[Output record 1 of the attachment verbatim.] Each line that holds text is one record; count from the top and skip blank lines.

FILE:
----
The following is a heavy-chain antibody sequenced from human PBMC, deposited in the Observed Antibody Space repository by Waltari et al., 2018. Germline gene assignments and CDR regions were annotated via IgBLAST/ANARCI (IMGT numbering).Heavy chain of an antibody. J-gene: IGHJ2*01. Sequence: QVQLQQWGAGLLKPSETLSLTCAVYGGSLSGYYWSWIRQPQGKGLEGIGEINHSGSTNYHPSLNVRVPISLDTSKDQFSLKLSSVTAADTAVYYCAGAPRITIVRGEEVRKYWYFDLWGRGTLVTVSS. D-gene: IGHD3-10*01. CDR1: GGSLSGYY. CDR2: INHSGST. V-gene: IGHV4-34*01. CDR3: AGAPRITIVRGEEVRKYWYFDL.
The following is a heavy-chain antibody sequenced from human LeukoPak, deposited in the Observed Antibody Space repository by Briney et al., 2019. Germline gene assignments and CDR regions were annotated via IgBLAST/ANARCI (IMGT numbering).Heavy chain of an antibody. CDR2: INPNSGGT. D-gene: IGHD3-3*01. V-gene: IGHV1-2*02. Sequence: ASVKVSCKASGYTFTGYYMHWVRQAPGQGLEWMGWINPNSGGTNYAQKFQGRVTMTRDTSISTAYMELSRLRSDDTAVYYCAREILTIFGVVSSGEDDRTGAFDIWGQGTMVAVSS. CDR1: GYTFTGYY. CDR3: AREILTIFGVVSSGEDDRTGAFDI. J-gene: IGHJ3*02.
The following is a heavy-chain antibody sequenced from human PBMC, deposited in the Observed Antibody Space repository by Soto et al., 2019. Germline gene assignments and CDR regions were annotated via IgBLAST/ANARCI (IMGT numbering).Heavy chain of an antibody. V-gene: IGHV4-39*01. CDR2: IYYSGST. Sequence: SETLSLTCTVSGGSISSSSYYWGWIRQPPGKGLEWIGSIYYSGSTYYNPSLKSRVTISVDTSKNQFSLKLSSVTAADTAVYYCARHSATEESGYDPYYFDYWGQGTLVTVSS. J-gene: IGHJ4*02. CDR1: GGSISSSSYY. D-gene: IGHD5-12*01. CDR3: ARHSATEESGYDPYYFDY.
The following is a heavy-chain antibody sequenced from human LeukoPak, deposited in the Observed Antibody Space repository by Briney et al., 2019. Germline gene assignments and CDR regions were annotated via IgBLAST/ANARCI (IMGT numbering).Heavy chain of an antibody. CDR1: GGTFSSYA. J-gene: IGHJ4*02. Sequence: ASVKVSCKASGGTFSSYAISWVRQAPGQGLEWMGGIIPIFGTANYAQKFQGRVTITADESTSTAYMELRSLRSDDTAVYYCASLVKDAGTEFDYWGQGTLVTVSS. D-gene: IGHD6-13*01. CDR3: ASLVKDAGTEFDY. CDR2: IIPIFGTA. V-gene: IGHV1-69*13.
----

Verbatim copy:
The following is a heavy-chain antibody sequenced from human PBMC, deposited in the Observed Antibody Space repository by Waltari et al., 2018. Germline gene assignments and CDR regions were annotated via IgBLAST/ANARCI (IMGT numbering).Heavy chain of an antibody. J-gene: IGHJ2*01. Sequence: QVQLQQWGAGLLKPSETLSLTCAVYGGSLSGYYWSWIRQPQGKGLEGIGEINHSGSTNYHPSLNVRVPISLDTSKDQFSLKLSSVTAADTAVYYCAGAPRITIVRGEEVRKYWYFDLWGRGTLVTVSS. D-gene: IGHD3-10*01. CDR1: GGSLSGYY. CDR2: INHSGST. V-gene: IGHV4-34*01. CDR3: AGAPRITIVRGEEVRKYWYFDL.